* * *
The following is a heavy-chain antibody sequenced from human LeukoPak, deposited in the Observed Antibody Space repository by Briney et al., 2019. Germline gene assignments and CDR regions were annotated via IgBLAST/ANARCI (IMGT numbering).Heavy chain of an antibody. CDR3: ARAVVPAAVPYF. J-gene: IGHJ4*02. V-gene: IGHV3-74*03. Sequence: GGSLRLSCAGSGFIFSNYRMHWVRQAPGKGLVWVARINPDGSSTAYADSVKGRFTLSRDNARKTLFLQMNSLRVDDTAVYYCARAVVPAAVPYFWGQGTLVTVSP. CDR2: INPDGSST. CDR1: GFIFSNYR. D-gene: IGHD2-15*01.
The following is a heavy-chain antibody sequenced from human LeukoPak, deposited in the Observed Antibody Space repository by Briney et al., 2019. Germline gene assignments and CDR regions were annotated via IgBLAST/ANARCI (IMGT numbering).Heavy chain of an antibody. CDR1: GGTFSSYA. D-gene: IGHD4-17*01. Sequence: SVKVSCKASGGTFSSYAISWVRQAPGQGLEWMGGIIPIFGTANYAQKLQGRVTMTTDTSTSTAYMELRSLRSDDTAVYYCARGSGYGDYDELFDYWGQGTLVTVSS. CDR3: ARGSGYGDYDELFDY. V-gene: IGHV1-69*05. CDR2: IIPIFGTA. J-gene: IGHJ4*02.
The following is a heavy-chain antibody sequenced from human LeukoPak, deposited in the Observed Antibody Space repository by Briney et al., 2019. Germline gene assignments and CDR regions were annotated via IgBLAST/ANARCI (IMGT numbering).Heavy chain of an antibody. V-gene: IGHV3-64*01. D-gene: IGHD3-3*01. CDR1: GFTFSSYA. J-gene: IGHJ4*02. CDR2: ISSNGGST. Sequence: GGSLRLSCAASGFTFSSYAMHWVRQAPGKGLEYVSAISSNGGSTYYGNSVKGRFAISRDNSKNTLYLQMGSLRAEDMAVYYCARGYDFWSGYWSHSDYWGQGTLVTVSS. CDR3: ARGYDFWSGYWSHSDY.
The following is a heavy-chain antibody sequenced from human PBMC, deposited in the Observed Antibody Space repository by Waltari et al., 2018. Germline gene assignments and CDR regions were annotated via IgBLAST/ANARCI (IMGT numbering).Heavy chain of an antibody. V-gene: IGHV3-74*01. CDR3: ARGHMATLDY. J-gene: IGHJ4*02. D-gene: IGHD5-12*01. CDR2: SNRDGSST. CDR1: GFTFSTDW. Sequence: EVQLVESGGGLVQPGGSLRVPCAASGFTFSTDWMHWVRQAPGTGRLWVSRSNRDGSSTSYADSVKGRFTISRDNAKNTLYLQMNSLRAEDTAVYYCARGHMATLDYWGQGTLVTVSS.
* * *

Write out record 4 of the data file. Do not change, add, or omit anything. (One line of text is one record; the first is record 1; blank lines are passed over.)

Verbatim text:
The following is a heavy-chain antibody sequenced from human PBMC, deposited in the Observed Antibody Space repository by Waltari et al., 2018. Germline gene assignments and CDR regions were annotated via IgBLAST/ANARCI (IMGT numbering).Heavy chain of an antibody. V-gene: IGHV3-74*01. CDR3: ARGHMATLDY. J-gene: IGHJ4*02. D-gene: IGHD5-12*01. CDR2: SNRDGSST. CDR1: GFTFSTDW. Sequence: EVQLVESGGGLVQPGGSLRVPCAASGFTFSTDWMHWVRQAPGTGRLWVSRSNRDGSSTSYADSVKGRFTISRDNAKNTLYLQMNSLRAEDTAVYYCARGHMATLDYWGQGTLVTVSS.